Consistent with previous research in other contexts, the underrepresentation of women in STEM disciplines (Cheryan et al., 2016; Edzie, 2014; Hutchinson, Follman, & Bodner, 2008; Newman, 2017; Rudroff 2007) is evident in the Dominican Republic as well. Because women’s self-efficacy beliefs are important in their persistence in completing their degrees (Aryee, 2017; Grunert, 2013; Hutchinson, Follman, & Bodner, 2008; Hutchinson, Follman, Sumpter, & Bodner, 2006; Edzie, 2014; Newman, 2017; Zeldin & Pajares, 2000), this study’s purpose was to better understand the contributions made by self-efficacy sources to the development of self- efficacy beliefs and persistence of these students. Undergraduate femaleengineeringstudents’ experiences have practical implications. When femalestudents are dealing with barriers in their academic programs, institutional efforts might focus on three things: a) they could give students verbal affirmations of their skills, b) they could provide students guidance on how to create lasting experiences and c) remind students about their talents and positive past events to give them confidence when they are facing challenges.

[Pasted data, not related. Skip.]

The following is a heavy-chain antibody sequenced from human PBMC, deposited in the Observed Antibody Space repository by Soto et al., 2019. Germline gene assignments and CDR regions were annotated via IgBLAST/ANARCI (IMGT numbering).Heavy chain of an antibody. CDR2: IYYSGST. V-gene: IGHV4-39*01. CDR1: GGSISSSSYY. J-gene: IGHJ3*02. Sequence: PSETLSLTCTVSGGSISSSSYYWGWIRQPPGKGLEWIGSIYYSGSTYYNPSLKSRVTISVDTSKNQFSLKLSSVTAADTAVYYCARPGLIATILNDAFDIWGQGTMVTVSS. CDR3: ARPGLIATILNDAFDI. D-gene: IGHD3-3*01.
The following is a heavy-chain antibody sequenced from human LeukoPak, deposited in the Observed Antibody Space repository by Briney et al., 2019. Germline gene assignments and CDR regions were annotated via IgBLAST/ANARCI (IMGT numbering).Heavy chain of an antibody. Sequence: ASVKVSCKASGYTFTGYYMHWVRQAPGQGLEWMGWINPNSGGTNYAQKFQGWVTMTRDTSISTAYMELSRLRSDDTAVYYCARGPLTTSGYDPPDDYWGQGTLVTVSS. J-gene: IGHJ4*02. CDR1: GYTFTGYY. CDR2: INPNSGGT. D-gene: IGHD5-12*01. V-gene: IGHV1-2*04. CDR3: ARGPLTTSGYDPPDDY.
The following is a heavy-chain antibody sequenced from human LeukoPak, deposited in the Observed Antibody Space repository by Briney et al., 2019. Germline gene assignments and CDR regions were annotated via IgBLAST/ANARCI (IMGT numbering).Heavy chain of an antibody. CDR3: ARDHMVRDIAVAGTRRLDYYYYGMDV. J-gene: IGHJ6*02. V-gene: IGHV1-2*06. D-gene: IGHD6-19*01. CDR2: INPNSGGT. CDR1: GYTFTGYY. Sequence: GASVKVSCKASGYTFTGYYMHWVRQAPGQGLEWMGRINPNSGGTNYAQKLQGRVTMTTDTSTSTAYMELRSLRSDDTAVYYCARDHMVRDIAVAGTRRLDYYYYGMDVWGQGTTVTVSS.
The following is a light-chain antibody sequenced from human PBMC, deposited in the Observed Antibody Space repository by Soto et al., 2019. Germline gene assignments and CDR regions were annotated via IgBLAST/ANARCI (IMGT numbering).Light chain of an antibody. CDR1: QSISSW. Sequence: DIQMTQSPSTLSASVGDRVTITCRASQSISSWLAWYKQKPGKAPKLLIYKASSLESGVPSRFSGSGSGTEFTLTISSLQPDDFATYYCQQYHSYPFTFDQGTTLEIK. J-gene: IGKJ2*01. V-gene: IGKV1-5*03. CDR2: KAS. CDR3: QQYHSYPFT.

The population for this study included all current first-year femaleengineeringstudents enrolled in Freshman Engineering at Purdue University. This population generally accounted for 16-20% of the females enrolled in the engineering program. For each of the two selected sample groups, grades and grade point average data were obtained from the Purdue University Office of the Registrar’s historical data- base. The samples were categorized into two distinct segments encompassing the 2000-01 academic year. The first sample was the females participating in the Honors Program for both the fall and spring semesters. The second sample included females who were not participating in the Honors Program during the selected academic year. Non-participation in the program was traced to ineligibility or lack of interest. A third sample of females who either petitioned into the Honors Program or withdrew from it following the first semester was excluded from this study. It was determined that exclusion of this sample would provide more homogeneous results and therefore assist in determining future course placement policies and program eligibility requirements. At the time of this study, it was unknown why these females chose not to participate or why other females found participation in the honors program so important or meaningful.